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Rice U.’s Fondren Library acquires archive of materials belonging to French composer Poulenc

HOUSTON – (May 7, 2015) – Rice University’s Fondren Library this spring acquired a sizable archive containing French composer Francis Poulenc’s original musical manuscripts, signed and inscribed printed scores and letters. Largely self-taught and prodigious in both secular and sacred genres, Poulenc (1899-1963) is considered to be among France’s leading composers of the 20th century.

The archive is now open to the public by request in the library’s Woodson Research Center.

“Poulenc’s music, particularly for solo piano, voice and choir, stands as some of the most important Western art music to appear after the First World War, by turn irreverent, sensuous and deeply sentimental,” said Mary Brower, Fondren’s music librarian, who oversaw the acquisition.

The archive consists of original autograph musical manuscripts, including a working draft of the “Aubade Concerto Chorégraphique pour Piano et Dix-Huit Instruments,” the only known autographs of the “Nocturne No. 1″ in C for piano and the “Quatre Poèmes de Guillaume Apollinaire pour Baryton (ou Mezzo) et Piano” as well as signed and inscribed printed scores, approximately 100 letters in Poulenc’s handwriting and an autographed Pierre Balmain silk scarf.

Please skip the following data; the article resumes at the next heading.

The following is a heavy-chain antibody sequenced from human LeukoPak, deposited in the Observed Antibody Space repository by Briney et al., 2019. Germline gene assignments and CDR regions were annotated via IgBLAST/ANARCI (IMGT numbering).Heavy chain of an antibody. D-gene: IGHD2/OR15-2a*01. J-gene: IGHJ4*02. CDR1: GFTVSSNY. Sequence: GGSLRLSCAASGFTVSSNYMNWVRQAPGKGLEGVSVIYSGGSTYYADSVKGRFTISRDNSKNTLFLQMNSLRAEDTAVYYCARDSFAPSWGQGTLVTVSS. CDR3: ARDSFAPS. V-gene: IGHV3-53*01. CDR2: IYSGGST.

The materials are part of the Lambiotte Poulenc Archive from the family of Rose Lambiotte (1891-1964). Lambiotte was a longtime friend of the composer, to whom he dedicated “Adelina à la Promenade” from the song cycle “Trois Chansons de F. Garcia-Lorca” and the “13e Improvisation” for piano solo. Lambiotte’s husband, Auguste, was a wealthy Belgian industrialist and noted book collector. The Lambiottes became Poulenc’s Belgian family, so to speak, in the mid-1940s, and he frequently stayed with them at their Rue Saint-Bernard mansion in Brussels.

Mentored by Parisian avant-garde leaders Erik Satie and Jean Cocteau, Poulenc was a member of the group of French composers known as “Les Six,” the other five of whom were Darius Milhaud, Georges Auric, Germaine Tailleferre, Arthur Honegger and Louis Durey.

“They (Les Six) were a reaction to the late-Romanticism in music at the time, to composers such as Wagner or Impressionists like Debussy,” Brower said. “Their style generally emphasized more brevity and included a lot of humor and parody. They were inspired by everyday life subjects instead of more high-minded things. They were most interested in popular music genres at the time, including jazz, cabaret and even circus music.”

In recent years, leading regional music institutions such as Houston Grand Opera, Houston Symphony and Houston Chamber Choir have performed works by Poulenc.

For more information about the Woodson Research Center’s Lambiotte Family/Francis Poulenc archive, visit http://library.rice.edu/collections/WRC/finding-aids/manuscripts/0623. For the library’s hours, see https://library.rice.edu/about/hours/index.

– See more at: http://news.rice.edu/2015/05/07/rice-u-s-fondren-library-acquires-archive-of-materials-belonging-to-french-composer-poulenc/#sthash.4NNyJHxZ.dpuf

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